State officials said they have also created mechanisms to protect the state’s finances should a First Five Plus company leave the state. Biotech firm Alexion Pharmaceuticals announced last year it would move its headquarters to Boston from New Haven. It then dropped out of First Five Plus, but it repaid the state about $28 million to cover its loan and grant, with a penalty and outstanding interest.

In the meantime, lawmakers have sought more accountability from the program. The Legislature passed a bill last year that established annual reviews of First Five Plus’ performance by the Commerce, Finance and Appropriations committees.

Long-term questions

The state could add one more company to First Five Plus, with a June deadline to fill the last slot — some five months after the next governor takes office. Legislators would decide whether to push back the cutoff date.

“I think it is worth extending, but only for high job-growth opportunities that provide the greatest return on investment possible for the state, and as long as we continue to strengthen oversight and accountability measures,” Simmons said. “There is always room for more oversight, which is why we pushed for passage of (last year’s) legislation.”

Messages left for Barry Michelson, Simmons’ Republican challenger in the Nov. 6 election for the state House of Representatives’ 144th District seat , were not returned.

Some, such as Frantz, advocate for taking a different approach with corporate recruitment.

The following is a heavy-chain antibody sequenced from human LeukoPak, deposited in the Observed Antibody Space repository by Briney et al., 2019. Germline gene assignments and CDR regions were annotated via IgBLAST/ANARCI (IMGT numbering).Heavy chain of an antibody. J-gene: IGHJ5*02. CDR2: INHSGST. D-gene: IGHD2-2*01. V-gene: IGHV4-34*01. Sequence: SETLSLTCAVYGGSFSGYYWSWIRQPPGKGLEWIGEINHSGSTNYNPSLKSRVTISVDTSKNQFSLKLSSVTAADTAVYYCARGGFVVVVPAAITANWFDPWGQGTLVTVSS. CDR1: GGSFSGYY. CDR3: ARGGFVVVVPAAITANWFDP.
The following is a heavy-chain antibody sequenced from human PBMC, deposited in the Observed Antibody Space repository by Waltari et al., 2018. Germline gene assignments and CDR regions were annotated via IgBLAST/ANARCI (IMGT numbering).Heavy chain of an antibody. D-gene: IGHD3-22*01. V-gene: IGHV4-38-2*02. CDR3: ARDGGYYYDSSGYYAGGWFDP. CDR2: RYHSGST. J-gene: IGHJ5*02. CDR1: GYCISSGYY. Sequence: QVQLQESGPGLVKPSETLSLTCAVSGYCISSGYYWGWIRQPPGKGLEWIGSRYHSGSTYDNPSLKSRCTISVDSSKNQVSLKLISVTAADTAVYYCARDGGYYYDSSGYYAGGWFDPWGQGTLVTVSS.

“I do not believe the First Five Plus Program should be extended,” Frantz said. “We simply do not have the resources, nor do we have solid enough evidence that there is an acceptable rate of return on the program.”

Frantz’s opponents for the state Senate’s 36th District seat, are also lukewarm about the program.

Green Party nominee Megan Cassano described any benefits as “short-lived” and questioned the number of employees that First Five Plus firms would relocate from other states.

“Because of corporate tax breaks (or) abatements, hosting residents end up shouldering the burden while the economy increasingly caters more to higher-ticket corporate customers, causing more residents to pursue affordable housing and work elsewhere,” Cassano said. “What happens to luxury housing developments when employees of these companies leave, as well?”

Democratic Party nominee Alex Bergstein said First Five Plus “needs consistent metrics and better oversight before it can be deemed a great return on investment to taxpayers. Companies should meet or exceed their job creation targets and increase their investment in our state over time.”

To achieve long-term economic growth, the state would also need to focus on creating a “21st century transportation system,” focus on public-private partnerships between employers and educational institutions and lower its corporate-tax rate to make it fairer and more transparent, Bergstein said.

First Five Plus’ future is further clouded by the state’s long, fitful economic recovery. Despite the program’s gains, the state has only recovered about 89 percent of the jobs it lost in its 2008-2010 recession.

“I agree that this is not the speed of recovery that any of us wanted,” Smith said. “But if we didn’t have programs like First Five Plus, it might have taken even longer, and we might not have the same level of private-sector growth.”

pschott@scni.com; 203-964-2236; Twitter: @paulschott